Primary among them is the relation between supply and demand. The supply of Bitcoin is limited by code in the Bitcoin blockchain. A blockchain is a digitized, decentralized, public ledger of all cryptocurrency transactions. It is programmed in such a way that the rate of increase of the supply of Bitcoin decreases until the number of Bitcoin reaches 21 million, which is expected to take place in the year 2140. As adoption of Bitcoin increases, the slowing growth in the number of Bitcoin assures that the price of Bitcoin will continue to grow. The purpose of the limit is to provide increased transparency in the money supply, in contrast to government-backed currencies. With the major currencies being created on open source codes, any given individual can determine the supply of the currency and make a judgment about its value accordingly.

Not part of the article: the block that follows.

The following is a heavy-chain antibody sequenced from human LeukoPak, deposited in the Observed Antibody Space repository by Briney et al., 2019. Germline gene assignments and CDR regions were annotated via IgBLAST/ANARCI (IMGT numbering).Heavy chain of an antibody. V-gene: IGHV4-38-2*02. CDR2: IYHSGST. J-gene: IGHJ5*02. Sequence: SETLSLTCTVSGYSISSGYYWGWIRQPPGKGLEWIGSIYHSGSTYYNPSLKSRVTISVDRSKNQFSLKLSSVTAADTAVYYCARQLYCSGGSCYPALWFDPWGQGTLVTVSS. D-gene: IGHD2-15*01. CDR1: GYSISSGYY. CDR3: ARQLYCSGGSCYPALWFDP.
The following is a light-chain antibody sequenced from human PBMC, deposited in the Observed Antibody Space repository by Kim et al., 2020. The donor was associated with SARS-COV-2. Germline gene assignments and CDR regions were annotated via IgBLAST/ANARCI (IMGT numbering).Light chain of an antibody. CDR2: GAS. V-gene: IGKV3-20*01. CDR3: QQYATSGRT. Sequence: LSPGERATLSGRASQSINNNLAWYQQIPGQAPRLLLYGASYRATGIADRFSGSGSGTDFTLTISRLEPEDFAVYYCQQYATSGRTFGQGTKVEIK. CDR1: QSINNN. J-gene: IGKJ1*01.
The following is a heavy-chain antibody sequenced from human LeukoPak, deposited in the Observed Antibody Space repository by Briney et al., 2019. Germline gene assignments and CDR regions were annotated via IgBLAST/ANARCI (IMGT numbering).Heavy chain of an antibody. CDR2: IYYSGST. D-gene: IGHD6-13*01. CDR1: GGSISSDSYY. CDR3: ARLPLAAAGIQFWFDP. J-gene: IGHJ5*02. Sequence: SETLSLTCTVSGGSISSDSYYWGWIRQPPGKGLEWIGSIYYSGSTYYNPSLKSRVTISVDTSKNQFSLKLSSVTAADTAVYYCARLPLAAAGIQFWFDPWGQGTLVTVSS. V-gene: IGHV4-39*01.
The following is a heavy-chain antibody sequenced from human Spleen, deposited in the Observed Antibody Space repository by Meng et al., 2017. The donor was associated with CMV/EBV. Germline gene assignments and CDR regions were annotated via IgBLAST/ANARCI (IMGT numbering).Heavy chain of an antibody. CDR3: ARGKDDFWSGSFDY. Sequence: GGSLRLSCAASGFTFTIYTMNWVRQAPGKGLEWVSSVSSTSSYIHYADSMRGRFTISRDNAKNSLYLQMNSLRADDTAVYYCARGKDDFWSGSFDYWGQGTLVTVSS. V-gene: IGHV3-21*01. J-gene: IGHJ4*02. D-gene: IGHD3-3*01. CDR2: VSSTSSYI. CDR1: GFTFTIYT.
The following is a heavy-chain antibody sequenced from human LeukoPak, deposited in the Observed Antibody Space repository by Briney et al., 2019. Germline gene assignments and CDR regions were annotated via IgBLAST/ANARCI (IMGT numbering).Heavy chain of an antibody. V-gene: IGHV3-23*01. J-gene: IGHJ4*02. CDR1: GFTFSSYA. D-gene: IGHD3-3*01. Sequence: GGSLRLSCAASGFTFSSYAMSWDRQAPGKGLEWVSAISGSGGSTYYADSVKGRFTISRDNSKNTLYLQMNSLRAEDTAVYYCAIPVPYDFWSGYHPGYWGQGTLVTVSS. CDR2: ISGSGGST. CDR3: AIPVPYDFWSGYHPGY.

Another factor that decides the price is the applications of the cryptocurrency. Cryptocurrencies such as Bitcoin and Ethereum have value as a means of exchange. Other cryptocurrencies can have other usages that create value. As uses for cryptocurrencies increase, corresponding demand and value also increase. Since cryptocurrencies are technology intensive, any changes in technology also will affect the price. This became evident in July and August 2017, when the price of Bitcoin was negatively impacted by controversy about altering the underlying technology to improve transaction times.